Gov. Jerry Brown vetoed Assemblyman Joaquin Arambula’s plan to turn the San Joaquin River Parkway into a state park.

Assemblyman Joaquin Arambula

AB 3218 would have placed 5,900 acres adjacent to the river between Friant Dam and Highway 99 under the jurisdiction of the Millerton Lake State Recreation Area. It passed both the state Assembly and Senate without a single no vote.

“The bill will not lead to the author’s desired outcome,” Brown wrote in his veto message. “Regardless of whether the state entity manages the land or not, creating true public access to the San Joaquin River and the 5,900 acres adjacent to it can only be achieved if money is available and if private landowners are willing to sell. This bill, unfortunately, does not change this.”

Arambula expressed disappointment, in an email statement.

“While I am disappointed that AB 3218 was vetoed, I remain committed to doing everything I can to make the Parkway a reality.  I am glad that the cities and counties of Fresno and Madera, as well as local stakeholders, were able to come forward to support AB 3218.  After 26 years of work, the time is now for us to reinvigorate efforts that will protect and expand the San Joaquin River into a space that all of our families can enjoy,” Arambula said.

River Partners Disappointed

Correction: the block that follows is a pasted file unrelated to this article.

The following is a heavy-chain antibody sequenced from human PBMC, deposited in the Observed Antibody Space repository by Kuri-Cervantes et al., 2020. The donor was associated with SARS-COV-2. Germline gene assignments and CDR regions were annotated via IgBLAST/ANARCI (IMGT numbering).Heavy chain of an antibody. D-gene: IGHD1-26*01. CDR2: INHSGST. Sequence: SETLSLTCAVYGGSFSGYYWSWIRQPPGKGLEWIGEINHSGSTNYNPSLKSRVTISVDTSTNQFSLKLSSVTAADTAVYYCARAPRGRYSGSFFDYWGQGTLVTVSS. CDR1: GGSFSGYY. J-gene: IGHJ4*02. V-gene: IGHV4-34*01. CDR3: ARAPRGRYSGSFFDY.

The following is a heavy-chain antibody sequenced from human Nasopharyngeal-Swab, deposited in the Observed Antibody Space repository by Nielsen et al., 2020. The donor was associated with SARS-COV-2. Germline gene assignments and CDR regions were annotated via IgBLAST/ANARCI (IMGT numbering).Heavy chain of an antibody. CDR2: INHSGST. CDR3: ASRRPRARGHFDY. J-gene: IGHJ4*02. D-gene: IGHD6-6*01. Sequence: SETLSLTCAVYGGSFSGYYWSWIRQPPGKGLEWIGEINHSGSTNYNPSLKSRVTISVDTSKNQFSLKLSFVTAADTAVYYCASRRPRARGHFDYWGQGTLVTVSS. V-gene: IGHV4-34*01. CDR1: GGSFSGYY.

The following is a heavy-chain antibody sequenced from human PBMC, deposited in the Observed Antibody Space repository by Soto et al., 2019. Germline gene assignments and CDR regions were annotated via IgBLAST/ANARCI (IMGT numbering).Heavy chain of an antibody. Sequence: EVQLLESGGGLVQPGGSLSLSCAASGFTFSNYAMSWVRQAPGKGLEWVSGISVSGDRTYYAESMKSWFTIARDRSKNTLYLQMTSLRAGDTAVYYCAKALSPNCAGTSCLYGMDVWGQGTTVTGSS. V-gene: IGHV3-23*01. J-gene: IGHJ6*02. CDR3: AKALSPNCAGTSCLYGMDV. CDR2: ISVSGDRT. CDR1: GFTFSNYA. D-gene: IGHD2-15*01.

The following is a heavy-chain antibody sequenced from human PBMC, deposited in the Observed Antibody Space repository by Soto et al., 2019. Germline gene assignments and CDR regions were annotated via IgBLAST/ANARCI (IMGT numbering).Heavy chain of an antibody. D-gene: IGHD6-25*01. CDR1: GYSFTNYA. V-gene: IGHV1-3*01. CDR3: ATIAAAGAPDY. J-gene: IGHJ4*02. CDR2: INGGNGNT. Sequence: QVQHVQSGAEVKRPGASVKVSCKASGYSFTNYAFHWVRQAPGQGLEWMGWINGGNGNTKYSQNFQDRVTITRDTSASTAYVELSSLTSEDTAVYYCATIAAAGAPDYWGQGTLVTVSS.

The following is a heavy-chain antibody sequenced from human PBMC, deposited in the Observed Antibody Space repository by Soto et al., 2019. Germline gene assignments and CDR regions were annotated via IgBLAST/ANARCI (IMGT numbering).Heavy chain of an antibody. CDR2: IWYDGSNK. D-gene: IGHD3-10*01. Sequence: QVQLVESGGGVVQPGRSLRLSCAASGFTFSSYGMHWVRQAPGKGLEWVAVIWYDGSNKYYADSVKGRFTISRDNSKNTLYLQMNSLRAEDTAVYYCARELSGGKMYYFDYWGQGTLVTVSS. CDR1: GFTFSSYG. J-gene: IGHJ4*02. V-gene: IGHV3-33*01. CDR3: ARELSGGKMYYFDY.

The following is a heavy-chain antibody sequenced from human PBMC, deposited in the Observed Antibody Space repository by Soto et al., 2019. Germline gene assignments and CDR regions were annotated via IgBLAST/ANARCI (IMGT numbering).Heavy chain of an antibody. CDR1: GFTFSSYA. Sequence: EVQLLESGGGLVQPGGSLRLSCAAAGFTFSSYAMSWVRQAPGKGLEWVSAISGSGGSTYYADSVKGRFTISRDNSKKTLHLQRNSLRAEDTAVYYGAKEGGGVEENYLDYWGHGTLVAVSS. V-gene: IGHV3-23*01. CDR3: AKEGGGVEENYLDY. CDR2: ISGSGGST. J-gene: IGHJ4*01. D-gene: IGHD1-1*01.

The veto also disappointed Sharon Weaver, executive director of the San Joaquin River Parkway & Conservation Trust.

“We’re disappointed that the Governor vetoed the bill, and look forward to working with Assemblymember Dr. Arambula to continue working toward improved management and public access on the San Joaquin River Parkway,” Weaver said.

Councilman Steve Brandau echoed her reaction. Last March, the Fresno city council voted to support part of Arambula’s plan, mainly obtaining funds for operating and maintenance.

“I’m disappointed. It seemed like a very good plan that I’m supporting,” said Brandau. “Most of us that were dealing with the San Joaquin River issues were hopeful that this would bring a source of money to provide maintenance for existing and potential trail systems.”

Brandau also serves on the San Joaquin River Conservancy Board, the state agency that oversees the parkway.

One Response

  1. Carson Smith

    So why does Governor Brown have the revelation now that a project can go forward only “if money is available and and private landowners are willing to sell”.
    Lacking money and willing landowners did stop him from pushing HSR but that seems to be his dream “leagacy” project. At least this river park project might have been actually completed, unlike HSR.


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